Warrantless Search under the Emergency Aid Doctrine
Can police search a suspect’s home without a warrant if they believe that the individual is critically injured inside the dwelling? The Appellate Division thought so given the facts of a recent stabbing case. Police arrived at the home of a suspect only to find evidence of blood and serious injury around the outside of house. Given the nature of the crime, and after two hours of attempting to locate the occupant, police decided to enter the dwelling without a warrant based on the “emergency aid doctrine.” Under that test, police can conduct a warrantless search if they if have an objectively reasonable basis to believe that immediate assistance is required and if there is a reasonable link between the emergency and the area to be searched.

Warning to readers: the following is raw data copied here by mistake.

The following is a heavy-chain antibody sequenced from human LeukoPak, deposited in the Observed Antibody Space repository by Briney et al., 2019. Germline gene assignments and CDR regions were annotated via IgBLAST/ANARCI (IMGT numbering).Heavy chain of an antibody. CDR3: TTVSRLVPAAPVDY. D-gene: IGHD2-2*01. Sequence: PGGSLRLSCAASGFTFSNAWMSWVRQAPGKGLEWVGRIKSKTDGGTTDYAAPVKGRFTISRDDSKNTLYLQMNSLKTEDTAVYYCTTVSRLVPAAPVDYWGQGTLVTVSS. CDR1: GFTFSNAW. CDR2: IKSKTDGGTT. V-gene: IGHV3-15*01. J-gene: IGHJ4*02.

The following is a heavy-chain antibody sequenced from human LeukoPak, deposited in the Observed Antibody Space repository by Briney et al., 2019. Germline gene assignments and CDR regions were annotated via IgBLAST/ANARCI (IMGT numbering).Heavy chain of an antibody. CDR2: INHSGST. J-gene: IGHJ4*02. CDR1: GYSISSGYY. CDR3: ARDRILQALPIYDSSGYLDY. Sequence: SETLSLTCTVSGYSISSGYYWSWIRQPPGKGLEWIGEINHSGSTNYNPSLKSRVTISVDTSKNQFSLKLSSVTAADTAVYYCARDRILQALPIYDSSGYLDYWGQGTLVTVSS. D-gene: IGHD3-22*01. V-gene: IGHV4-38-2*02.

The suspect in this case was not in the dwelling and the police left quickly, but not without finding weapons that led to the further prosecution of the case. At trial, the suspect attempted to prevent the state from using information obtained from the warrantless search. The trial court held, and the Appellate Division affirmed, that police properly conducted the search and did so thinking that they had to administer emergency aid to the suspect. Thus, the state was able to use the information obtained from the search against the suspect.
State of New Jersey v. Mark C. Sheppard, (Superior Court, Appellate Division, September 3, 2014). See also State v. Frankel, 179 N.J. 586 (2004); State v. Edmonds, 211 N.J. 117 (2012)